group of expeditioners at the base that evening.
It was on these trips that Ray has been able to write articles on some of his experiences and take excellent photos that have appeared in magazines and books. The articles on Brookes Hut and Mawson’s Hut have featured in detail in Tim Bowden’s book on Antarctica “The Silence is Calling”.
This hut was built in 1912 at Commonwealth Bay by Mawson and his Australian Antarctica Expedition. Since the 1970s there has been much debate as to whether the hut should be restored and left on site or dismantled and returned to Australia and re-erected as a museum.
Ray was one of four members of a group that were chosen by ANARE to visit the hut and report on the options available. He was required to build a hut where the team was to stay while doing their assessment and restoration work. He named the hut “Granholm Hut” after the Captain of the supply ship Thala Dan and a plaque was carved with the name and year 1978 on it.
They arrived in January 1978 to find the hatch on the roof of the hut had long disappeared and that some of the rooms had become solid blocks of ice. The wind had eroded the outer surfaces of timber and left the nails exposed, and that particles of snow had penetrated the tongue and groove boards and left gaps.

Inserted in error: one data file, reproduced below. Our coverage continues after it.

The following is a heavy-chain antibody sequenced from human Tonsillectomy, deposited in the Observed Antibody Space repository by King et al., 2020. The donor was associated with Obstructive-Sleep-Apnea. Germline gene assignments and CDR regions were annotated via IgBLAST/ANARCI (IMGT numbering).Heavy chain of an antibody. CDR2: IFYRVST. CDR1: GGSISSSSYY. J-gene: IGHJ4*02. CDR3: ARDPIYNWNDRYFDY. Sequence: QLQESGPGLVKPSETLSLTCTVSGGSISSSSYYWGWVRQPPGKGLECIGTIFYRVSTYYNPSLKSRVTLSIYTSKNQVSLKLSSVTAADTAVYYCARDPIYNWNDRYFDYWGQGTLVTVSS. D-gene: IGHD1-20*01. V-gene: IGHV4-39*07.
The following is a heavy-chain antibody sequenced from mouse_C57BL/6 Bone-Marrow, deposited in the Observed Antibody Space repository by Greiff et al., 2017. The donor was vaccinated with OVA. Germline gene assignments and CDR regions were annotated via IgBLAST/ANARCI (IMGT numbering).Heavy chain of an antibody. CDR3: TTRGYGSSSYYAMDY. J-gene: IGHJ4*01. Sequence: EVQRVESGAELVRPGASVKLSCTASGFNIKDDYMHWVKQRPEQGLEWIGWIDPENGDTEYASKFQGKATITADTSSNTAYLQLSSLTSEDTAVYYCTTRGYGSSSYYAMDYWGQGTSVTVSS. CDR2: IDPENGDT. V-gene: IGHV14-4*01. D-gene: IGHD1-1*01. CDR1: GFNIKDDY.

Much of the larger equipment was missing, however there were many items remaining on the shelves. As they cleared the ice out of the rooms they were surprised to find some of the rooms had little ice in them.
Ray said whenever the weather permitted he was up on the roof trying to restore it in the best possible manner. Ray believed the best option to preserve the hut was to support a false timber roof over the existing structure. Ray would have liked to return and finish the job but this was not to be.
Ray has always spent a lot of his spare time with his other two loves, model making and restoring vintage cars. He has built numerous model planes and also built, from scrap timber, a canoe that can be converted to a trimaran with a sail. Over the years he has had four vintage cars, including a vintage racing car that he built/restored and competed in Hill Climbs and Rallies at Amaroo Park.
He has had two Vauxhalls, one being a Luton Vauxhall that was totally restored, the fourth car was a baby Austin 7.
Ray has always been a firm believer in physical fitness and when possible still rides his bike 40 kilometres every morning. In the 1980s he joined the Blacktown Cycle Club for veteran riders and participated in their races. However injuries sustained in a bad race fall one day ended his racing days. The bike he currently rides now has 54,000 km on the speedo.
Compiled by Clarrie Neal from an interview with Ray Brookes in January 2000.